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Mary Peake Award for Excellence in Education Equity

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“What would the best soil produce without cultivation? We want to get wisdom. That is all we need. Let us get that, and we are made for time and eternity.”

 -Former student of Mary Peake

Education equity in Virginia is largely indebted to a brave humanitarian, Mary Peake. Peake is known for educating both enslaved and free Black people during a time when such an act was illegal. Her classroom was the foot of a grand tree known as Emancipation Oak, located on the grounds of what would later become Hampton University. Her fortitude to educate her people, particularly during a time when it was forbidden, demonstrates an understanding of the value of education and a commitment to serving those intentionally marginalized. Mary Peake is one of Virginia’s first education equity pioneers and her contribution to education in the Commonwealth is a true testament to the ongoing journey towards education equity. Her example has been emulated time and time again. This award recognizes her contribution and continued inspiration.

About Mary Peake

Mary Peake

The emancipation of education of a newly freed people is deeply rooted in Hampton, VA and began with a beloved humanitarian whose passion for education was just as deeply rooted there.  Mary Smith Kelsey was born free in Norfolk, VA in 1823 and educated in Alexandria, VA (then part of the District of Columbia) until the US Congress enacted a law prohibiting education and closing all schools for free people of color in D.C., mirroring the educational landscape in Virginia and several other southern states.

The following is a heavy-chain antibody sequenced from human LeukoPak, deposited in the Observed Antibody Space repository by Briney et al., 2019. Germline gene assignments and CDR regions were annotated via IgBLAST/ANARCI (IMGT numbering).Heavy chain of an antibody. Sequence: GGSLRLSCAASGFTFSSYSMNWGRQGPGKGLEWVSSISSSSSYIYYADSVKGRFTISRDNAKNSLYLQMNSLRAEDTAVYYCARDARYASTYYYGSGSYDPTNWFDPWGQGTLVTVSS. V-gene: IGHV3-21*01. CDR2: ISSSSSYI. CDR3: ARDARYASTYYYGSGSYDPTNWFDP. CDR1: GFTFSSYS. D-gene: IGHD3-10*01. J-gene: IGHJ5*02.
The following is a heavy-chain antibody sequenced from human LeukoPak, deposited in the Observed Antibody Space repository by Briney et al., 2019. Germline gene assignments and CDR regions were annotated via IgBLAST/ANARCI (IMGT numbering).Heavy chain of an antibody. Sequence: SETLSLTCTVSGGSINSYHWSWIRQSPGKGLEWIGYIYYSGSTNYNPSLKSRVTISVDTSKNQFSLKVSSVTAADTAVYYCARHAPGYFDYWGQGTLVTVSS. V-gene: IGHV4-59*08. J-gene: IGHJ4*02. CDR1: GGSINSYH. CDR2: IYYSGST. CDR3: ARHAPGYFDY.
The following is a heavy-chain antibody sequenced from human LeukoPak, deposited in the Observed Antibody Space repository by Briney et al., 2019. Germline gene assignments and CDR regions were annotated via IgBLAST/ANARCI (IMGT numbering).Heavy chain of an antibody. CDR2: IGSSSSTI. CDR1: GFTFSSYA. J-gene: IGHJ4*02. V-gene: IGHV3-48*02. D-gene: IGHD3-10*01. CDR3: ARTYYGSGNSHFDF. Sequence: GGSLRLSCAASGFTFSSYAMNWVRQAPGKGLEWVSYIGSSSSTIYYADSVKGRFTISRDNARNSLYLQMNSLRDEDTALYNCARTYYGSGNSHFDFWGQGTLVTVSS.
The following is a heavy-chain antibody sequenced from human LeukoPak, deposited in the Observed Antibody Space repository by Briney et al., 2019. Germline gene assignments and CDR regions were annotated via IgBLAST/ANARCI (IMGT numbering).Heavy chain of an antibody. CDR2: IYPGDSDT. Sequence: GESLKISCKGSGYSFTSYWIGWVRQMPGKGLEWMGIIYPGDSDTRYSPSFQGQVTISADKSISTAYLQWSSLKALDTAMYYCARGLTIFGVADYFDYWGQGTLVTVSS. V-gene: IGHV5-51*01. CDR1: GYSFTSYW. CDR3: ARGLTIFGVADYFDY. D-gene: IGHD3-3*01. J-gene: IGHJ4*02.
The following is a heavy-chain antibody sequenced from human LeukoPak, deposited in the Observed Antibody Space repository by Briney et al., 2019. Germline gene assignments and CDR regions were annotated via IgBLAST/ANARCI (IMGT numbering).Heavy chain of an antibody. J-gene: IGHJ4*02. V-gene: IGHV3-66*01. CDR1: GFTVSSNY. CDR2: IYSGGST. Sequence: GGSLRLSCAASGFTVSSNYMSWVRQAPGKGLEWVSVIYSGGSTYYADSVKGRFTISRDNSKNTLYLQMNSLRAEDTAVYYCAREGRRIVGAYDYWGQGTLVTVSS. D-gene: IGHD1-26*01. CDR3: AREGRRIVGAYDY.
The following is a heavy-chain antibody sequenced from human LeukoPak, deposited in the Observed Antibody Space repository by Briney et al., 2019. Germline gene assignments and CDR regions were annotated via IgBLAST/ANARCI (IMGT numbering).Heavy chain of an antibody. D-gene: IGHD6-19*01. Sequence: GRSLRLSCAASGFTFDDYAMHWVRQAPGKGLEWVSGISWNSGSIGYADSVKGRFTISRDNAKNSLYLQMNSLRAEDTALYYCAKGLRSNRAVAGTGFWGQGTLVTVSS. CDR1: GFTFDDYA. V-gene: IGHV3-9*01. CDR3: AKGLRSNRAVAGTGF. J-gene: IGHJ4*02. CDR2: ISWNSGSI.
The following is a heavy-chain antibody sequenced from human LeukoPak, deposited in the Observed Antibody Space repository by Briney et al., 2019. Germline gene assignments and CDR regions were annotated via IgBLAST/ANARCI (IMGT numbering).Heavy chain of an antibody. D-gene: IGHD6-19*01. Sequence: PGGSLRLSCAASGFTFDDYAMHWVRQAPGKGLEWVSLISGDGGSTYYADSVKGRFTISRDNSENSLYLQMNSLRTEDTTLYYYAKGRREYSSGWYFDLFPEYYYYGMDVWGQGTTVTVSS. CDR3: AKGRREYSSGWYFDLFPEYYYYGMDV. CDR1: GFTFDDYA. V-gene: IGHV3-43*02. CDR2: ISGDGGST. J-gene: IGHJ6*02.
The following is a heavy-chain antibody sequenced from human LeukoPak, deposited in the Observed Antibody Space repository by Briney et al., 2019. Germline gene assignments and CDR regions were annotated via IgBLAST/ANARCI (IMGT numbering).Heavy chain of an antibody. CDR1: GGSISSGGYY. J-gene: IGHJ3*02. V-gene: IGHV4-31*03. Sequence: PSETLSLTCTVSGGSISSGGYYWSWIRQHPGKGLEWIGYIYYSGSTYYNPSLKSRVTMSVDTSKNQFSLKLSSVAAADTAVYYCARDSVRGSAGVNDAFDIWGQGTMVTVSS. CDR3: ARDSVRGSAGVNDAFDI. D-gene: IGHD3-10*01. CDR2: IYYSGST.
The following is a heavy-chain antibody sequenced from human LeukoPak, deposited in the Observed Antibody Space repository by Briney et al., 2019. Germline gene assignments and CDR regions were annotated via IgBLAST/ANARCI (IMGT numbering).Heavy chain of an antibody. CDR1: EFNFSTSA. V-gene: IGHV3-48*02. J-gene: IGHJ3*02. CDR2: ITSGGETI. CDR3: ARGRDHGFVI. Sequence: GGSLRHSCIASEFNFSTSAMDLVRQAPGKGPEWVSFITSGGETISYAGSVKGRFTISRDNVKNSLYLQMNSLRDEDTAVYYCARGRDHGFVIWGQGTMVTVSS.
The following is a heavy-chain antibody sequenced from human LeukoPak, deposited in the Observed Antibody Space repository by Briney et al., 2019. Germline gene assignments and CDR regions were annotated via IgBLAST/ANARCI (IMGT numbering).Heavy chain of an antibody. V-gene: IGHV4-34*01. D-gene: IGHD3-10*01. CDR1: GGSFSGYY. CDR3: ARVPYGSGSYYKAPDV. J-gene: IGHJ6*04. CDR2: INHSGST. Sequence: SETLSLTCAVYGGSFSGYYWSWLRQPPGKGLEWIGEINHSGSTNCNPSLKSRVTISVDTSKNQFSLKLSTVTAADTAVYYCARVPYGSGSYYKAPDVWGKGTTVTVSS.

Many believe that although Mary was just a teenager, this was the very moment that served as the catalyst for what became her profound legacy and changed the course of the lives for many generations to come. In 1839, at age sixteen Mary returned to live with her mother. After being denied access to the classroom, she risked her own freedom as she began secretly teaching free and enslaved African Americans to read and write. Upon her mother remarrying, she and her family relocated to Hampton where she expanded her curriculum and eventually gained the approval of local authorities. Mary was one of few women of color whose teaching was officially sanctioned by the Union army as the United States entered the Civil War in the 1850s.

Mary wed Thomas Peake, a formerly enslaved man who worked in the merchant marine, in 1851. They had a daughter named Hattie, whom they nicknamed “Daisy”.  While in Hampton, she also founded a women’s charitable organization, called the Daughters of Zion, whose mission was to assist the poor and the sick. She made a living by dressmaking and continued her secret mission of educating her people – both young and old. Among her adult students was her stepfather Thompson Walker, who progressed as a more prominent leader of African Americans in Hampton through her teachings. Her teachings are largely attributed to fostering the African American population of Hampton to develop a literacy rate that outpaced most other communities in the South.